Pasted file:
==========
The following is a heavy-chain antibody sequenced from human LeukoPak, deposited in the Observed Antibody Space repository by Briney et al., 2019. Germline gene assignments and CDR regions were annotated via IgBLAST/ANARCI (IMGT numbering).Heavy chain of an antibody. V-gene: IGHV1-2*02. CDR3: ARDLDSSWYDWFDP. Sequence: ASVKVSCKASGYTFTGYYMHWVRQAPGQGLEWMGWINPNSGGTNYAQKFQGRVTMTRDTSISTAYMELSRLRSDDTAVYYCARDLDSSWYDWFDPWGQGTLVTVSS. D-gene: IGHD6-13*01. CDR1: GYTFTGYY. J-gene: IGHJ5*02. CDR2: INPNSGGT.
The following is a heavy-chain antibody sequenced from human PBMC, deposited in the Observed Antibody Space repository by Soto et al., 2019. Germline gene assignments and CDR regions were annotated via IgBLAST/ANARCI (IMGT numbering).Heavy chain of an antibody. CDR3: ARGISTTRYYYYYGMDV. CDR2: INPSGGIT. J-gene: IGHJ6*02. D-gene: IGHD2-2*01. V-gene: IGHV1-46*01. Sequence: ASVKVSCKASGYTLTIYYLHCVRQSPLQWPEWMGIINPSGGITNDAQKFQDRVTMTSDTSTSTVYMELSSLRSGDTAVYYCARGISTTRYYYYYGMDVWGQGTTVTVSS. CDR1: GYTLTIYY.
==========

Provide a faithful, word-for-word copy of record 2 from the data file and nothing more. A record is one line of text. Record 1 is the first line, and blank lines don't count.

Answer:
The following is a heavy-chain antibody sequenced from human PBMC, deposited in the Observed Antibody Space repository by Soto et al., 2019. Germline gene assignments and CDR regions were annotated via IgBLAST/ANARCI (IMGT numbering).Heavy chain of an antibody. CDR3: ARGISTTRYYYYYGMDV. CDR2: INPSGGIT. J-gene: IGHJ6*02. D-gene: IGHD2-2*01. V-gene: IGHV1-46*01. Sequence: ASVKVSCKASGYTLTIYYLHCVRQSPLQWPEWMGIINPSGGITNDAQKFQDRVTMTSDTSTSTVYMELSSLRSGDTAVYYCARGISTTRYYYYYGMDVWGQGTTVTVSS. CDR1: GYTLTIYY.